Waiting in the wings are Jens Spahn, the ambitious health minister, and Markus Söder, the prime minister of Bavaria. Neither man is in the running for the party leadership, but they may yet hope to be nominated for the chancellorship. Spahn is a younger version of Merz, Söder a more solid version of Laschet. Read more “Merkel’s Party Doesn’t Need More Ideology”
Left-wing Americans weren’t happy when the Democratic Party nominated the center-left Joe Biden for the presidency, but, unlike in 2016, few sat out the election.
Nor there were major spoiler candidates on the right. Voting for Hillary Clinton was apparently too much to ask of five million Donald Trump skeptics in 2016, who voted for libertarian Gary Johnson or conservative Evan McMullin. They could have tipped the election in Clinton’s favor.
In 2020, Democrats wisely nominated the least divisive old white guy they could find and anti-Trumpers voted like the republic depended on it. Biden won fifteen million more votes than Clinton and flipped five states, handing him a comfortable Electoral College victory.
The Netherlands’ ruling liberal party has further moved to the center in its manifesto for the upcoming election, arguing that the coronavirus, climate change, American disengagement and instability in the European periphery call for a stronger state and a stronger EU.
It’s not sudden shift. The traditionally anti-statist and mildly Euroskeptic liberals have become more middle-of-the-road during the ten-year prime ministership of Mark Rutte, who will be seeking a fourth term in March.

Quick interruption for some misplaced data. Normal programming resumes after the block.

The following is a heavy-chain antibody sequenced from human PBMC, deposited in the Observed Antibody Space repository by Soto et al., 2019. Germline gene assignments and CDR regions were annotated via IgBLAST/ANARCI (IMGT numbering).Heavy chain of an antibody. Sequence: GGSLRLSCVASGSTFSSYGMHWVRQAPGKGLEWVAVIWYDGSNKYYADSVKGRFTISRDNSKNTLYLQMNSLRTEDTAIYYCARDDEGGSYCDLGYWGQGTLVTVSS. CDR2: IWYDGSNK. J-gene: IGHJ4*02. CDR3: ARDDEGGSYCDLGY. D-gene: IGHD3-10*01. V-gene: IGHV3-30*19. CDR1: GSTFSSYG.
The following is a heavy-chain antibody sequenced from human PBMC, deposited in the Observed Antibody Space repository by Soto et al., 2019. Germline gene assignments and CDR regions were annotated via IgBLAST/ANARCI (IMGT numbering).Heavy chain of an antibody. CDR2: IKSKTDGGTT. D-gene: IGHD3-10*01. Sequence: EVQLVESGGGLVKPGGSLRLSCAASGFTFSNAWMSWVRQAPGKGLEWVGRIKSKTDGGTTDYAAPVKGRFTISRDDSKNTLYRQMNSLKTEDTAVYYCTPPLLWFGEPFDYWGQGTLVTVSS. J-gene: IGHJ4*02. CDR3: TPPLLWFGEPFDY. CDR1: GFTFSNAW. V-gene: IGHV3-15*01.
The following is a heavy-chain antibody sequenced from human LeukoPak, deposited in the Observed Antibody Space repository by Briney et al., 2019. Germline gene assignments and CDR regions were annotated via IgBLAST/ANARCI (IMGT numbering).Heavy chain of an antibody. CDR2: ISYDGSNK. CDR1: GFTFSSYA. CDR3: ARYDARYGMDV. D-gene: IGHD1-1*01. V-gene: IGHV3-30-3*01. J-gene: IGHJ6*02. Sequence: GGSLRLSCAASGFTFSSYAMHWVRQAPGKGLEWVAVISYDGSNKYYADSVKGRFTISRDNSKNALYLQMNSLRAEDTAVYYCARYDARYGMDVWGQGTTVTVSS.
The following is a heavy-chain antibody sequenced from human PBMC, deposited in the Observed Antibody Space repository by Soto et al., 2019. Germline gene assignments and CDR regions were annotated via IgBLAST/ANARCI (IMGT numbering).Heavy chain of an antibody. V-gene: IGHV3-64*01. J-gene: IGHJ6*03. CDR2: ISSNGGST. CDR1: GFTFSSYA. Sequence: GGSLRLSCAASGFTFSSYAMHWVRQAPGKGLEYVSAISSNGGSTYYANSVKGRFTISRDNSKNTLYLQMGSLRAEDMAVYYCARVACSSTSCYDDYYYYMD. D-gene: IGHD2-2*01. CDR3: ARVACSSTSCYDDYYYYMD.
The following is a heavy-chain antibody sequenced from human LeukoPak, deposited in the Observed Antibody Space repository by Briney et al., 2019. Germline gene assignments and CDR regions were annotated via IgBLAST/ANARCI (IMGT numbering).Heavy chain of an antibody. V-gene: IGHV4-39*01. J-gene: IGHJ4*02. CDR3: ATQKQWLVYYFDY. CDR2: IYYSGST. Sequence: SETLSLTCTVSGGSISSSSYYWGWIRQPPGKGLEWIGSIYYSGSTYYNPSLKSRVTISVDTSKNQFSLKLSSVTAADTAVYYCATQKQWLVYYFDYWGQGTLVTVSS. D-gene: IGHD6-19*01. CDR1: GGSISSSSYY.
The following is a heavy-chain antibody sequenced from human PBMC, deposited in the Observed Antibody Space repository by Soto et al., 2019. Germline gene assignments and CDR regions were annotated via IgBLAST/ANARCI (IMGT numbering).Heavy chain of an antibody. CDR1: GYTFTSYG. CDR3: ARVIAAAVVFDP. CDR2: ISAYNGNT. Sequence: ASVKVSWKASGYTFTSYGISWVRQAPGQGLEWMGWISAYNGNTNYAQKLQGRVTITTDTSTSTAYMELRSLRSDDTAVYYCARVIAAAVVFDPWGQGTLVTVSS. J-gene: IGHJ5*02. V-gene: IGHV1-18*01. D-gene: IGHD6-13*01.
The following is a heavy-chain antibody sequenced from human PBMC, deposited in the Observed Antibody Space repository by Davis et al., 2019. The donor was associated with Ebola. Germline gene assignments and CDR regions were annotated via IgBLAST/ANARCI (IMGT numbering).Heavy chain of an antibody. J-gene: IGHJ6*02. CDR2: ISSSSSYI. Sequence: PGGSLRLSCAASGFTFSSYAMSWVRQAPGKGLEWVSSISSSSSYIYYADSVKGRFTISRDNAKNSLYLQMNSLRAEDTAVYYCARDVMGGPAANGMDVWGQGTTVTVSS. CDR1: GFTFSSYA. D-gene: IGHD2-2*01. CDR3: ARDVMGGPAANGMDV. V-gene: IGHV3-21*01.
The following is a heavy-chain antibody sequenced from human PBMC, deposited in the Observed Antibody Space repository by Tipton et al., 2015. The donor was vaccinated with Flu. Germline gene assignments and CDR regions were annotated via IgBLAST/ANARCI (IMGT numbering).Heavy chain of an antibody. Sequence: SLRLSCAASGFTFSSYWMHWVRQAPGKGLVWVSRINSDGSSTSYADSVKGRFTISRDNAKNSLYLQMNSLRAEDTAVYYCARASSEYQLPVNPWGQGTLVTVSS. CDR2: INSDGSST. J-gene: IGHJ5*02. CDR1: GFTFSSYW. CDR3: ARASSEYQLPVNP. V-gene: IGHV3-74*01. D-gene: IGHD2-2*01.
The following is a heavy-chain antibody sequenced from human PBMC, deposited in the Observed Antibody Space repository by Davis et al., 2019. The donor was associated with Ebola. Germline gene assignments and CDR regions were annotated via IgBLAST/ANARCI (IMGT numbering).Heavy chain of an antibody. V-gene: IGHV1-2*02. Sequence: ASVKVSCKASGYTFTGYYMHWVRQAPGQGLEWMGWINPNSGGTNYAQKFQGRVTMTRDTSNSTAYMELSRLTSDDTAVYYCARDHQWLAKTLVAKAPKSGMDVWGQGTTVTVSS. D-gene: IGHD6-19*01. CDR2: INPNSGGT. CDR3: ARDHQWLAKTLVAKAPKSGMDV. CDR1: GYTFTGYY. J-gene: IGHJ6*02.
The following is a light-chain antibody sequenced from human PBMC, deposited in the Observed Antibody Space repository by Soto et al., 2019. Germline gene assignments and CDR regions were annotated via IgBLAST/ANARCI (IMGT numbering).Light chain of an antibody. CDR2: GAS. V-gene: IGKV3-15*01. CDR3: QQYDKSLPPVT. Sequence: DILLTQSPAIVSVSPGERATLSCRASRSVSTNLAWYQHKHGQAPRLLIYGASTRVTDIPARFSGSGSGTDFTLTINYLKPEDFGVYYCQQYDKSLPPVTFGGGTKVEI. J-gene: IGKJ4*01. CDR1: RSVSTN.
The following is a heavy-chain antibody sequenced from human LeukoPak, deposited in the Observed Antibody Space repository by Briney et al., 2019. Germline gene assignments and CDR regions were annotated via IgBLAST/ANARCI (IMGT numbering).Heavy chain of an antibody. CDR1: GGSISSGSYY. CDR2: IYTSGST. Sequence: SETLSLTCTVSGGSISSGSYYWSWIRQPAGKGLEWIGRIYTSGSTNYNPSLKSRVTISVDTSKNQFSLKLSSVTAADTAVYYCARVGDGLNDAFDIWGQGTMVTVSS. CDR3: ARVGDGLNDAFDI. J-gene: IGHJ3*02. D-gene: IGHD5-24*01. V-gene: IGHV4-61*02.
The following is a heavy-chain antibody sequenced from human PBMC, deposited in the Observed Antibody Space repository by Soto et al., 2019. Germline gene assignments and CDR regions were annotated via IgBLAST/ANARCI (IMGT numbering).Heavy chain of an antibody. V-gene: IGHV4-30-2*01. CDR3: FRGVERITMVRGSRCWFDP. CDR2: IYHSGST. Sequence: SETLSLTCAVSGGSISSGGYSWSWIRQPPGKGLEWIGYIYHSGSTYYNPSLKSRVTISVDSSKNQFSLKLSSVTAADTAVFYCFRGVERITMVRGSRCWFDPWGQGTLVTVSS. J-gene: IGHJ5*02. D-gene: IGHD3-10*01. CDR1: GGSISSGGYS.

They have overtaken their traditional rivals on the right, the Christian Democrats, who are polling at a mere 8-10 percent compared to 25-28 percent for the liberals — faraway in first place, but short of an absolute majority.
The manifesto therefore won’t be implemented in full, but it is telling the party is already signaling a willingness to move to the left in a future coalition.
The draft has yet to be approved by members. There are liberals who complain Rutte has been too willing to compromise with left-wing parties and left a space on the right for Forum for Democracy and Geert Wilders’ Freedom Party, which are polling at a combined 15-19 percent. But liberal rebellions against the party leadership are rare.
Caroline de Gruyter writes in EUobserver that Bavaria’s Christian Social Union (CSU) — which allies with Chancellor Angela Merkel’s Christian Democratic Union nationally — has moved back to the center after it tried, and failed, to outflank the far right.
Even Europhiles. Former European Commission chief Jacques Delors warned that “the lack of European solidarity pose[s] a mortal danger to the European Union.” Italian prime minister Giuseppe Conte threatened the “destruction of the single market” if other EU countries didn’t agree with his demand for a €750 billion coronavirus recovery fund consisting wholly or largely of debt-financed grants.
Lucas Guttenberg, deputy director of the Jacques Delors Center in Berlin, warned that Austria, Denmark, Finland, the Netherlands and Sweden — the “frugal five” — were “playing with fire” by demanding verifiable economic reforms in return for financial support.
Christopher Wratil, an assistant professor in European politics at the University College London, argued “anyone with a sense of solidarity” would exclude those five countries from the recovery fund altogether.
As the EU summit, where the size and terms of the recovery program were hashed out this weekend, dragged on for days, the patience of pro-Europeans wore thin and inevitably World War II entered the discussion. Philipp Heimberger, an economist at the Vienna Institute for International Economic Studies, tweeted:
Thinking about the Marshall Plan and debt forgiveness after World War II. Striking: leading European politicians today are oblivious to history. How else could you become a nitpicker on essential common efforts for an EU recovery fund, harming your own long-term interests?